Uddhav Thackeray
Uddhav Thackeray

To look for the ideal in politics is a mug’s game. To tell the truth, politics in all ages has been opportunistic, the difference being only a matter of degree or two. So, the sordidness of the drama in Maharashtra after the Shiv Sena decided to play for the chief ministerial gaddi and broke its old alliance with the BJP has once again proven the old adage about there being no permanent friends in politics, only permanent interests. The Sena got what it wanted by allying with the Congress and the NCP. Hopefully, it would now settle down and succeed in giving the State a stable government. The chief minister-designate Uddhav Thackeray’s inexperience ought not to be a factor given that there are several ministerial veterans in the new troika. Besides, the NCP chief Sharad Pawar, 79, can always mentor the new government. It will be also essential to put behind the bitterness of the recent betrayals and back-stabbings. Ajit Pawar, whose action in momentarily jumping on the BJP back-wagon was no less staggering than the Sena’s in seeking the support of the NCP and the Congress, is back in the party his uncle founded and which he now seeks to control. Whether he will find an honourable place as a deputy chief minister or will be asked to do penance is unknown. But the mutual suspicion and distrust will linger despite the show of family unity and all-is-well by the larger Pawar clan. As for Devendra Fadnavis, he will have to take a knock or two for leading his central leadership up the garden path on the say-so of Ajit Pawar. As a result, the Prime Minister and Home Minister have had to suffer a setback. Both Modi and Shah were ill-advised to rush with supersonic speed the swearing-in of the Fadnavis government. In the process, it showed the Governor, the President and even the Union Cabinet in poor light. The upshot of this misadventure has pepped up the Opposition. The image of invincibility that the prime minster had fostered has been dimmed considerably. For the prime minister’s own sake, he ought to distance himself from unwholesome power games by the State BJP units. Even though there is no challenge to his authority, forcing a disparate Opposition to make common cause is not a clever strategy. The three-way alliance in Mumbai has served as a shot in the arm for the anti-BJP forces nationally. The BJP was right to reject the Governor’s invitation to form government in Maharashtra. It earned it a lot of goodwill. It squandered it by accepting Ajit Pawar’s claim for a tie-up. Hopefully, when the Supreme Court revisits some of the issues stemming from the Maharashtra events it would have something to say about the perfidy of pre-alliance partners betraying the alliance post-election for the sake of a bigger stake in power. In that case, ideally a re-election should be the natural course. Given that the voter in Maharashtra had returned only the BJP-Sena alliance to power, and nobody else, the apex court ought to pronounce on the democratic validity of the three-way alliance who had fought the election against one another.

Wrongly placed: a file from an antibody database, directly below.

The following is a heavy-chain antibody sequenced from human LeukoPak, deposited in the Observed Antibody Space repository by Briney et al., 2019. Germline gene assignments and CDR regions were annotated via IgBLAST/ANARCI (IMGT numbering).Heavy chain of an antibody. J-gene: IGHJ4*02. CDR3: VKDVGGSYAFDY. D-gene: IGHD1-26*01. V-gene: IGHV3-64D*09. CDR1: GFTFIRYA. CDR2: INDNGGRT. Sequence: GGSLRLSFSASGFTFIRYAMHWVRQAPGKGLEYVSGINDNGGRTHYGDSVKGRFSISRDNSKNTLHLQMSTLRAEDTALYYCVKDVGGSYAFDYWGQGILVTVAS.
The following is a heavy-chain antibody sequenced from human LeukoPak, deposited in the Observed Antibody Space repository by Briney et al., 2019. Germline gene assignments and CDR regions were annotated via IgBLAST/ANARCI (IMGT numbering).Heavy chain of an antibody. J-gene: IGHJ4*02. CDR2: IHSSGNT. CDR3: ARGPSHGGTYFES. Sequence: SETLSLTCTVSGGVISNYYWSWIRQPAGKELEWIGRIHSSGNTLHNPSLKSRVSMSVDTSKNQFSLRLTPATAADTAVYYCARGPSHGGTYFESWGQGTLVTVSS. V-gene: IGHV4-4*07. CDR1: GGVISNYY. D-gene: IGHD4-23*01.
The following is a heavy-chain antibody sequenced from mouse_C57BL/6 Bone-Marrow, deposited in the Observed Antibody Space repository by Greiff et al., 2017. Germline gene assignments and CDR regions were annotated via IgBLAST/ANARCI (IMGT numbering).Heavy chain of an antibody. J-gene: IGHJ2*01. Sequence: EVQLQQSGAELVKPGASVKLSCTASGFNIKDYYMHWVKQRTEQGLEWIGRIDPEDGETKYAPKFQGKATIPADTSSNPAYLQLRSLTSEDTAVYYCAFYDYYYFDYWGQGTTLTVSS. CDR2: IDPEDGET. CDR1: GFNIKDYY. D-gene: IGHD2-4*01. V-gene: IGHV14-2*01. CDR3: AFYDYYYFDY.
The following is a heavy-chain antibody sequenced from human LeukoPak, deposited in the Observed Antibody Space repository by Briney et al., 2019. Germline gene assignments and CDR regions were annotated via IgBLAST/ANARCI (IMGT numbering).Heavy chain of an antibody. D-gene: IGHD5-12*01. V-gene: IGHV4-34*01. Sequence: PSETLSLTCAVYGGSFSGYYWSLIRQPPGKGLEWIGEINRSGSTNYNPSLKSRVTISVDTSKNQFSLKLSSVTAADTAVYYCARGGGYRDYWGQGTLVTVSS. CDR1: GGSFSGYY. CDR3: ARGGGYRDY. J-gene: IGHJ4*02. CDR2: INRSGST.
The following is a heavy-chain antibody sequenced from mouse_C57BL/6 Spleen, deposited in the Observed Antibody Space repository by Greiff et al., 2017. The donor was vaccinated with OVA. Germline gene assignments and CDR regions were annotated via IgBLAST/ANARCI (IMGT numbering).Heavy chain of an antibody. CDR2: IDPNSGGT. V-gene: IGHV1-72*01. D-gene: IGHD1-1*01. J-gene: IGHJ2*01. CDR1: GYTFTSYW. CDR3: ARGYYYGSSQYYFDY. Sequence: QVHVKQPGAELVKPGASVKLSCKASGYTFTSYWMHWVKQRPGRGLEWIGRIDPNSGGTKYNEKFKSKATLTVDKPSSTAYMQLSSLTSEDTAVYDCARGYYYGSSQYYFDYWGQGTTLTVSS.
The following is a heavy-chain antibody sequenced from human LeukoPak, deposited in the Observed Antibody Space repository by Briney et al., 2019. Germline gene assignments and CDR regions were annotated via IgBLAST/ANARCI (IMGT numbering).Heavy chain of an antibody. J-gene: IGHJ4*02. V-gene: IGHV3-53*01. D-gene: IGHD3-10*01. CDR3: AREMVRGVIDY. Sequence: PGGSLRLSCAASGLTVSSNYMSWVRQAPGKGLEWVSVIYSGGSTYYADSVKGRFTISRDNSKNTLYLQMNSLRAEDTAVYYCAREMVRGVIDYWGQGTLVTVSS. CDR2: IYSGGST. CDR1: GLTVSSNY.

Politics at this level becoming a game of musical chairs with allies freely changing partners in search of better deals needs to be curbed by a judicial fiat. If the Aya Ram, Gaya Ram syndrome is bad for stray legislators, it ought to be doubly bad for whole groups to jump from one ally to another wholly unmindful of pre-poll election manifestoes and party programmes. Such freewheeling conduct by political leaders makes a mockery of a democratic mandate. Going by the Sena insisting on the chief minister’s post and an equal share in the ministerial slots, though it had only 56 MLAs to BJP’s 105, it is a surprise the NCP with only two MLAs less than the Sena, did not insist on the chief minister’s post. Or for that matter the Congress which won only 44 seats but following the Sena lead too could have insisted on the top post. But, then, the Sena all along has had little to do with logic and commonsense. Meanwhile, the new government will have to tackle a host of problems most urgently. The State finances are under stress, the agrarian crisis has been further aggravated by a delayed monsoon, civic infrastructure in various urban areas is broken. And the Sena does not have the excuse of shifting the blame since it was an integral part of the Fadvanvis Government till it upped and gambled on the chief minister’s office. We hope the alliance proves durable and does well for the sake of all Maharashtrians.

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